We were hoping to delight rather than outrage our audience with our film selection for the evening. From the start our powerfully atmospheric, chillingly apt venue was clearly one of our biggest assets. Showing THE BRIDE OF FRANKENSTEIN in an authentic ruined medieval hospital – how could you get more Halloween than that? At its medieval height, St Leonard’s was perhaps the biggest hospital in England, containing well over 200 beds, and stretching as far as the current location of York’s Theatre Royal, where fragments of the original structure can still be found. It was founded in the Anglo-Saxon era, rebuilt by the Normans, rebuilt once again after a fire in 1137, before falling into ruin in the 1500s during the Reformation. Our screening took place in the remains of the chapel, one of the facility’s most important chambers, as medieval hospitals were closer to monasteries than modern medical facilities, places where the focus was on confession, convalescence, and prayer, rather than treatment.
Our challenge was to transform this magnificent, but derelict space, into somewhere that could offer our audience a comfortable and pleasant cinema experience, without compromising any of its Gothic ambience. Our unique, eerie venue was in many respects the star of our show. So the Explore team worked tirelessly, creating chambers from thin air, carefully placing countless candles to get the lighting just right, and of course installing a pop-up bar. CinemArts used their trained eye to establish the optimal location for the screen and projector. New partners became involved at this final stage. Local purveyor of macabre curios and vintage oddities Pandora’s Box contributed a display of antique surgical equipment plus a real human skeleton to watch over the bar. The synth music project Dead Eagle Club were on hand to provide live atmospheric sounds. Finally, I curated a display of film posters, depicting the history of Frankenstein on film.
As anyone who’s held such an event can tell you, the audience is key to its success. Not just that they attend, but that they do so with the right attitude to create an environment conducive to a memorable, enjoyable night. We knew we had no worries with numbers – we sold our last seat weeks ahead of showtime. Happily, we also got a wonderful crowd, who got exactly what we had worked so hard to achieve, and soaked up the atmosphere. I was scheduled to introduce the film, and it seemed a shame not to camp it up and go full Frankenstein, so I took to the stage in my flayed-skin greatcoat, poet’s shirt, and some Regency riding boots I’d hired to complete the ensemble from the Theatre Royal’s costume department, then delivered my introduction as if I were a mad scientist lecturing to a 19th Century medical society about a particularly shocking case.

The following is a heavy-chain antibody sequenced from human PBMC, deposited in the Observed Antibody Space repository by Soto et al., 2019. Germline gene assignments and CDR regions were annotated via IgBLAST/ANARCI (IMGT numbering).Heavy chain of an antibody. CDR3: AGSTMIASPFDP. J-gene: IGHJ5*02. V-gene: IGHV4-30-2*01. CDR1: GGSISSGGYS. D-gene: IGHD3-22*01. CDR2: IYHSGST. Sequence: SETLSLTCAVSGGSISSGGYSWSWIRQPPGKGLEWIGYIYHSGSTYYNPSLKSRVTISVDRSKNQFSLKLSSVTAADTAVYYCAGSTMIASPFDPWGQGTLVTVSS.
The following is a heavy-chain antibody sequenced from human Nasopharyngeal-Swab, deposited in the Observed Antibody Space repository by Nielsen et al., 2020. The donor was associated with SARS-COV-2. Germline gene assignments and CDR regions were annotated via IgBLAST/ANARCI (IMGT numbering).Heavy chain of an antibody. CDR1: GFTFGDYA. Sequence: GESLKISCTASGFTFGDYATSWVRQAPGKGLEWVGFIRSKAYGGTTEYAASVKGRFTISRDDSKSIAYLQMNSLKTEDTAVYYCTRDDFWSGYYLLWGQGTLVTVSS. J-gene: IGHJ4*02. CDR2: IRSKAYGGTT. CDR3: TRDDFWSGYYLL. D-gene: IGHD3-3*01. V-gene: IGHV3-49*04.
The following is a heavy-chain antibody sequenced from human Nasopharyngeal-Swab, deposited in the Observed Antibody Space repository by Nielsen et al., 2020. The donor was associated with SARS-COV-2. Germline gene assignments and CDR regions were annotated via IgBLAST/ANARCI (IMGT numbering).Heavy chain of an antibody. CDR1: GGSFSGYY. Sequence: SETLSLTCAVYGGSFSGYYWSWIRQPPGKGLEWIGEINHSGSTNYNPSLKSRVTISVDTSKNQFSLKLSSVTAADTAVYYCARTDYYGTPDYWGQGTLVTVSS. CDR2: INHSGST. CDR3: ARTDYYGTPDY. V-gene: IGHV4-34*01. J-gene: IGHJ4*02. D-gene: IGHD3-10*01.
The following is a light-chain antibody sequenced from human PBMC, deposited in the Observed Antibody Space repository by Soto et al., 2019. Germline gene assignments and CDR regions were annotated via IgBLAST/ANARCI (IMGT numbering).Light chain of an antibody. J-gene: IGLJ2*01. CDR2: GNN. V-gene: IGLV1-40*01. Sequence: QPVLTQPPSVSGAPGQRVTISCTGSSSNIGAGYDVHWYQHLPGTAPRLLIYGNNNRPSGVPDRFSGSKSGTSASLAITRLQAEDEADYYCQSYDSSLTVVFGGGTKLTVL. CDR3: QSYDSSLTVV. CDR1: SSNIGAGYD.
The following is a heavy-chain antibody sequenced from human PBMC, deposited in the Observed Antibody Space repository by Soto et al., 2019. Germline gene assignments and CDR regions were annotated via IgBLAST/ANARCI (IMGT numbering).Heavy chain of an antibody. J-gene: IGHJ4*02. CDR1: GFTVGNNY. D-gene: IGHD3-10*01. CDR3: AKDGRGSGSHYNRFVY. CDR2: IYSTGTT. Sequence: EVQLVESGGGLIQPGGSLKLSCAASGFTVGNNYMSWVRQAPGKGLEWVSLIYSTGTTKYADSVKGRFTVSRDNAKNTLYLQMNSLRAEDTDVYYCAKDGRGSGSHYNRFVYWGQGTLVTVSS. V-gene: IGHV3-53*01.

Despite this eccentric intro, everybody seemed to love the film, and I’d especially like to thank those who made a point of coming up to us afterwards to express their admiration. Also those attendees who came from out of town to attend our Halloween soiree – your efforts were truly appreciated. And for those who wanted to know if we will be hosting any similar events – I can now confidently say, watch this space! Meanwhile I’d like to thank everyone at York Explore – especially Dave, Andy and Rachael – and John from CinemArts, Libby from the Dead Eagle Club, Heather from Pandora’s Box, and our volunteers, all of whom were a pleasure to work with and key to the event’s success. Plus last, but far from least, the Arts Council, whose additional funding helped us take everything to the next Gothic level.
Until next Time!…
Location photography: Gareth Buddo © York Explore
Explore Gothic is part of Explore Labs which is a three year project, core funded by Arts Council England.